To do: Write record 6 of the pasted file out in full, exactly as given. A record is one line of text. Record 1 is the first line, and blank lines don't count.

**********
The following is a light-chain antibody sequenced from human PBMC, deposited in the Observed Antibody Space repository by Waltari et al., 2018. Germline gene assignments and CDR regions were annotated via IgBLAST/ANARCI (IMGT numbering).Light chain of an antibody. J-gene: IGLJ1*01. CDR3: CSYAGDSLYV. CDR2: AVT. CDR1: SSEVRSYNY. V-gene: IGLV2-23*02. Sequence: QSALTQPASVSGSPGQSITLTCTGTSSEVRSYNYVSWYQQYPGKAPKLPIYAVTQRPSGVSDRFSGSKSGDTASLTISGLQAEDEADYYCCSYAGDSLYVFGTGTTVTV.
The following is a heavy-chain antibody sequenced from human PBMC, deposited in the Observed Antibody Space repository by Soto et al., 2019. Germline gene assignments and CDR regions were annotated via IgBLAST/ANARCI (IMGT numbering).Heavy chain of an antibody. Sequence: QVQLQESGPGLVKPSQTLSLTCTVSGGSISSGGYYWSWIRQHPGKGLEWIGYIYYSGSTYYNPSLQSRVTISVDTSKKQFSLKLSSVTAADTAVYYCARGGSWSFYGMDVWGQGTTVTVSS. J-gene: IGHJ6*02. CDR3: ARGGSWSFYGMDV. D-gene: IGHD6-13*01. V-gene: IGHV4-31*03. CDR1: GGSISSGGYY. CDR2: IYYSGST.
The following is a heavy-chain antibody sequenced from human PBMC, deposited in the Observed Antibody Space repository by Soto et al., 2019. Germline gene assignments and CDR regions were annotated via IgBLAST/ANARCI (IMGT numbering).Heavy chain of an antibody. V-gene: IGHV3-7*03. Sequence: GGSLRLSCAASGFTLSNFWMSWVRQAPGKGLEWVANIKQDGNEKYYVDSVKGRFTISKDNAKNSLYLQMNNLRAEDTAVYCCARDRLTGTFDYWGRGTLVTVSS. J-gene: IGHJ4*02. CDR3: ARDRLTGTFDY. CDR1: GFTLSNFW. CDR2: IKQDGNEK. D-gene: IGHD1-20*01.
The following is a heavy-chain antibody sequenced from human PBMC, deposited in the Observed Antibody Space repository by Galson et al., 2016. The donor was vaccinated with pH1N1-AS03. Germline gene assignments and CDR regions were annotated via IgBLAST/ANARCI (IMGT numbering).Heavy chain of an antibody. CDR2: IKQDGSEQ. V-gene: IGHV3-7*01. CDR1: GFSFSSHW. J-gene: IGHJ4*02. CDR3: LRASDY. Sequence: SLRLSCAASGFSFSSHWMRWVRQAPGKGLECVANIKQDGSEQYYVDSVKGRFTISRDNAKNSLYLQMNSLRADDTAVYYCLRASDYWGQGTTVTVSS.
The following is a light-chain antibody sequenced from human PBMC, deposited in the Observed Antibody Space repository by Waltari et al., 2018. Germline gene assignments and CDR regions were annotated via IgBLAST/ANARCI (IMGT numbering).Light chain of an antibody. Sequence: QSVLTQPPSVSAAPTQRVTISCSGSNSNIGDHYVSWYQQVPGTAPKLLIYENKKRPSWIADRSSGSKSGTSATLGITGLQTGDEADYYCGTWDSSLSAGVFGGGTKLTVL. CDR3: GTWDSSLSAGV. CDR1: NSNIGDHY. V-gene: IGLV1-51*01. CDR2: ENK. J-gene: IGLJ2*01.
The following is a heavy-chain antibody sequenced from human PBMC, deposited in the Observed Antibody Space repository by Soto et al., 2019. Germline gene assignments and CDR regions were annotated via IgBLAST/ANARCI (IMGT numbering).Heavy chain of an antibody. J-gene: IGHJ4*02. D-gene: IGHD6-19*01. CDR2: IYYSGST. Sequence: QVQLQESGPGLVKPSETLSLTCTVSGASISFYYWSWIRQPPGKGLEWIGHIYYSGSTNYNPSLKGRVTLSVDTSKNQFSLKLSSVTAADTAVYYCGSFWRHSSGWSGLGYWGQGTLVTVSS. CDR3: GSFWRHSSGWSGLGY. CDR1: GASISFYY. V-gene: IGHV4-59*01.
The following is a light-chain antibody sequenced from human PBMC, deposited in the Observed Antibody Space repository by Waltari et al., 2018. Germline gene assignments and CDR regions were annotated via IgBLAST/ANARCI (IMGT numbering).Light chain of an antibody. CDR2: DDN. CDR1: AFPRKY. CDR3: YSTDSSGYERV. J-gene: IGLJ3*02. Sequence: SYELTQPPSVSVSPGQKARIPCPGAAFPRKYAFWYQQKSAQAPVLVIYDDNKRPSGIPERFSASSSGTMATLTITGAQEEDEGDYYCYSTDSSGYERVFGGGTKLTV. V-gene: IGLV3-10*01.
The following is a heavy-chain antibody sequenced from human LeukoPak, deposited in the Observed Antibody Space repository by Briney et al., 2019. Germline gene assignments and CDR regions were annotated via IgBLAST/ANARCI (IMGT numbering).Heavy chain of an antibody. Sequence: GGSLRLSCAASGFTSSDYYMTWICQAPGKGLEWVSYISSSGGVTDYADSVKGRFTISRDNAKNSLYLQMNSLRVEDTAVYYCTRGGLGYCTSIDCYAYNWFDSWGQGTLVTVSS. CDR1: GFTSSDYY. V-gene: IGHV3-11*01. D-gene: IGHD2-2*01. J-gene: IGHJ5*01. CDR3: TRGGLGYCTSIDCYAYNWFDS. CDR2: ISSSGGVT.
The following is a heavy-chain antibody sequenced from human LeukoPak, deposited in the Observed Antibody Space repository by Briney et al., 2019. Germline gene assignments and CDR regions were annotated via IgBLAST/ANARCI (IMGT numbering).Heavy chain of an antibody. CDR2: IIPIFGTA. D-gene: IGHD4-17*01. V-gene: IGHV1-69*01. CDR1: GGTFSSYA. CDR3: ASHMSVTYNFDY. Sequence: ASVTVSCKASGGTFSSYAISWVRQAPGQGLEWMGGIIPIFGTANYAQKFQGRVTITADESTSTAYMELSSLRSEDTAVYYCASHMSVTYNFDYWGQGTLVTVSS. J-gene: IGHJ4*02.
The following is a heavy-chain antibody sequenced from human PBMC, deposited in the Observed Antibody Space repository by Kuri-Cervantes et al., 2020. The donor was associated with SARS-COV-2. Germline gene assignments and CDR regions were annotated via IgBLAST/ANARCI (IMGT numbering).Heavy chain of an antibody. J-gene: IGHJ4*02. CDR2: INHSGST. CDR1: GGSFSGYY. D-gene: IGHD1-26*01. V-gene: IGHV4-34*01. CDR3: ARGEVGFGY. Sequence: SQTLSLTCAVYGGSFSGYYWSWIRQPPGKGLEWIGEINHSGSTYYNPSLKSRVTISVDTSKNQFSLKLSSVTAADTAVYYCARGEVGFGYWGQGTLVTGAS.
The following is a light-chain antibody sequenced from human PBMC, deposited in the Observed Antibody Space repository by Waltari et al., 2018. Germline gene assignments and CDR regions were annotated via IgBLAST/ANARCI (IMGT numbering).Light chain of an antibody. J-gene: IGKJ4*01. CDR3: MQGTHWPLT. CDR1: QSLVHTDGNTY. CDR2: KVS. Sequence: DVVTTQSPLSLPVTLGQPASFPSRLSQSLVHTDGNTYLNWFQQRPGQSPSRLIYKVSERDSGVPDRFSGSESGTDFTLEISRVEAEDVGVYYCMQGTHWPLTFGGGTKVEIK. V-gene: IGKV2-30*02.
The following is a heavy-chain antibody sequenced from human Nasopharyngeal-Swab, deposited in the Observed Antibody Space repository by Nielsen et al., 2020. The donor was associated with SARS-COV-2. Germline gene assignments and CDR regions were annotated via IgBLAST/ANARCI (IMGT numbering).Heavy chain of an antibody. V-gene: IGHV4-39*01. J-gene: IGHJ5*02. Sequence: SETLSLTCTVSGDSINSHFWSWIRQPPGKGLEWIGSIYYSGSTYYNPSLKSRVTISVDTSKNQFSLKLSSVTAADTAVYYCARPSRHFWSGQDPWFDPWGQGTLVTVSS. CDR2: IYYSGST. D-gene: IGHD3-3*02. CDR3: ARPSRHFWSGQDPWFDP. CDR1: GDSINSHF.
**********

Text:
The following is a heavy-chain antibody sequenced from human PBMC, deposited in the Observed Antibody Space repository by Soto et al., 2019. Germline gene assignments and CDR regions were annotated via IgBLAST/ANARCI (IMGT numbering).Heavy chain of an antibody. J-gene: IGHJ4*02. D-gene: IGHD6-19*01. CDR2: IYYSGST. Sequence: QVQLQESGPGLVKPSETLSLTCTVSGASISFYYWSWIRQPPGKGLEWIGHIYYSGSTNYNPSLKGRVTLSVDTSKNQFSLKLSSVTAADTAVYYCGSFWRHSSGWSGLGYWGQGTLVTVSS. CDR3: GSFWRHSSGWSGLGY. CDR1: GASISFYY. V-gene: IGHV4-59*01.